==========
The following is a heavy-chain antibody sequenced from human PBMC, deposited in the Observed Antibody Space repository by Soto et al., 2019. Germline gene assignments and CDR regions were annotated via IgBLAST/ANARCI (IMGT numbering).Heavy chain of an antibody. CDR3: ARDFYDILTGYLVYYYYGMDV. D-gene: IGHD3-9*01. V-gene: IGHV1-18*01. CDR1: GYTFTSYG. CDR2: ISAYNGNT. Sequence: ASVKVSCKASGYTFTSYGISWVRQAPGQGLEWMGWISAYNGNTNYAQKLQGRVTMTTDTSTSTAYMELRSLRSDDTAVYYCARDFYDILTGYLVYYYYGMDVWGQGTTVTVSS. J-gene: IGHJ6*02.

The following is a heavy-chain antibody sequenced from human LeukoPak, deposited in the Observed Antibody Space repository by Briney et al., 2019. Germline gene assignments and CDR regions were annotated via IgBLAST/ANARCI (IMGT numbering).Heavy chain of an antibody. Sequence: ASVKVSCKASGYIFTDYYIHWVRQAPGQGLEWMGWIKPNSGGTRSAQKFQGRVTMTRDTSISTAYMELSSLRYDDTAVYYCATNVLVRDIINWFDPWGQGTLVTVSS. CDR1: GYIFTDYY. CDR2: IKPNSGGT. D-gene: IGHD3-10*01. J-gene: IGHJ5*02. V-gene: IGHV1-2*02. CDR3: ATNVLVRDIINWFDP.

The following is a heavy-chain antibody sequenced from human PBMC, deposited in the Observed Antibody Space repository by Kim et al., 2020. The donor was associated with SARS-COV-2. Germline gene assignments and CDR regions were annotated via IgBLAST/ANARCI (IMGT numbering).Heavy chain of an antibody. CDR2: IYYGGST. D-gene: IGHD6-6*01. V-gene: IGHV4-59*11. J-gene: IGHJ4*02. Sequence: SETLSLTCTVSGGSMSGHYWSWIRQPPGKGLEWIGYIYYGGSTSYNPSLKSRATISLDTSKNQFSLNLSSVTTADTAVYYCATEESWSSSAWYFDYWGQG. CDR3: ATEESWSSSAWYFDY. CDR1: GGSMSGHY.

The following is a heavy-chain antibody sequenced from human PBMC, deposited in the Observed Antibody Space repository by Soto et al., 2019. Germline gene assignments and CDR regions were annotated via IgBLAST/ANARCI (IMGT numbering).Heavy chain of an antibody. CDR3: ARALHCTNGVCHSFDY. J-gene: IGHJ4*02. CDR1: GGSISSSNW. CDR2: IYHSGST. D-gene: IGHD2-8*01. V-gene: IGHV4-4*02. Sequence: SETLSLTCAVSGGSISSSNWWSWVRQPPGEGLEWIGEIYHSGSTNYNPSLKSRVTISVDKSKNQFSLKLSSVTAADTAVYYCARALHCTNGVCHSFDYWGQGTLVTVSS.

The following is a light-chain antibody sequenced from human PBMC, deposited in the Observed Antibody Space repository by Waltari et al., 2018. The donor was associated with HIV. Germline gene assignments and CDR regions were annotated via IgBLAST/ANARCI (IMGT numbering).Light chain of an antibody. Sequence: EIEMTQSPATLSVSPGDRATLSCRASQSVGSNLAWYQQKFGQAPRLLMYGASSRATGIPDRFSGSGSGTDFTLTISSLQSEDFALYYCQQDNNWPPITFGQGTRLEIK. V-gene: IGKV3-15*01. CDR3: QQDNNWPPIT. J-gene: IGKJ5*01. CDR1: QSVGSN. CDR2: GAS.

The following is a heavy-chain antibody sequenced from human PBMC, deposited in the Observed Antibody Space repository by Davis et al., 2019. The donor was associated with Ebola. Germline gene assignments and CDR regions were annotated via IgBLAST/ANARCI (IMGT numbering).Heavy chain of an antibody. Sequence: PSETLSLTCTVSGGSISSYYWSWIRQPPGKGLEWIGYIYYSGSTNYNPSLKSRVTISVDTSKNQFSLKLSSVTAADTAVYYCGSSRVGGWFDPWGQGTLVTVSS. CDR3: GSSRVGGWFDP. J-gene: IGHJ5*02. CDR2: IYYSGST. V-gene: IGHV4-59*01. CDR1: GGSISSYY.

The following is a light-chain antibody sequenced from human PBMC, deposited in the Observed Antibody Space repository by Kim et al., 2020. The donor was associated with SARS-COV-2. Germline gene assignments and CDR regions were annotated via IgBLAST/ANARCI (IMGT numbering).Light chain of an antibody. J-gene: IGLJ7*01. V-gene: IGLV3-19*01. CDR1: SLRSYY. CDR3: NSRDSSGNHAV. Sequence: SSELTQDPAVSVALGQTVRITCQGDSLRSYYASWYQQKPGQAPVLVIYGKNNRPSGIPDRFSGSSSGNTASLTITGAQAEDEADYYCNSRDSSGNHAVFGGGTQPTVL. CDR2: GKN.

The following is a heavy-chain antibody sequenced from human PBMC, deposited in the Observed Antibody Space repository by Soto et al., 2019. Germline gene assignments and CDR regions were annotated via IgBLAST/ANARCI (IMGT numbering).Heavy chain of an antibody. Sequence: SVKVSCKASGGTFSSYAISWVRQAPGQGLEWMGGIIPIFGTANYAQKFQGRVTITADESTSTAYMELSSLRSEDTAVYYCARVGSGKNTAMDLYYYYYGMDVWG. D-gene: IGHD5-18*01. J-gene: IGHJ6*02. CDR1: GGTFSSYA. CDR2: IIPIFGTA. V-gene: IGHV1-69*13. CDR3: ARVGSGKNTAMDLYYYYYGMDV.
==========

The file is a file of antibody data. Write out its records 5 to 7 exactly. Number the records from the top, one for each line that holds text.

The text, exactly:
The following is a light-chain antibody sequenced from human PBMC, deposited in the Observed Antibody Space repository by Waltari et al., 2018. The donor was associated with HIV. Germline gene assignments and CDR regions were annotated via IgBLAST/ANARCI (IMGT numbering).Light chain of an antibody. Sequence: EIEMTQSPATLSVSPGDRATLSCRASQSVGSNLAWYQQKFGQAPRLLMYGASSRATGIPDRFSGSGSGTDFTLTISSLQSEDFALYYCQQDNNWPPITFGQGTRLEIK. V-gene: IGKV3-15*01. CDR3: QQDNNWPPIT. J-gene: IGKJ5*01. CDR1: QSVGSN. CDR2: GAS.

The following is a heavy-chain antibody sequenced from human PBMC, deposited in the Observed Antibody Space repository by Davis et al., 2019. The donor was associated with Ebola. Germline gene assignments and CDR regions were annotated via IgBLAST/ANARCI (IMGT numbering).Heavy chain of an antibody. Sequence: PSETLSLTCTVSGGSISSYYWSWIRQPPGKGLEWIGYIYYSGSTNYNPSLKSRVTISVDTSKNQFSLKLSSVTAADTAVYYCGSSRVGGWFDPWGQGTLVTVSS. CDR3: GSSRVGGWFDP. J-gene: IGHJ5*02. CDR2: IYYSGST. V-gene: IGHV4-59*01. CDR1: GGSISSYY.

The following is a light-chain antibody sequenced from human PBMC, deposited in the Observed Antibody Space repository by Kim et al., 2020. The donor was associated with SARS-COV-2. Germline gene assignments and CDR regions were annotated via IgBLAST/ANARCI (IMGT numbering).Light chain of an antibody. J-gene: IGLJ7*01. V-gene: IGLV3-19*01. CDR1: SLRSYY. CDR3: NSRDSSGNHAV. Sequence: SSELTQDPAVSVALGQTVRITCQGDSLRSYYASWYQQKPGQAPVLVIYGKNNRPSGIPDRFSGSSSGNTASLTITGAQAEDEADYYCNSRDSSGNHAVFGGGTQPTVL. CDR2: GKN.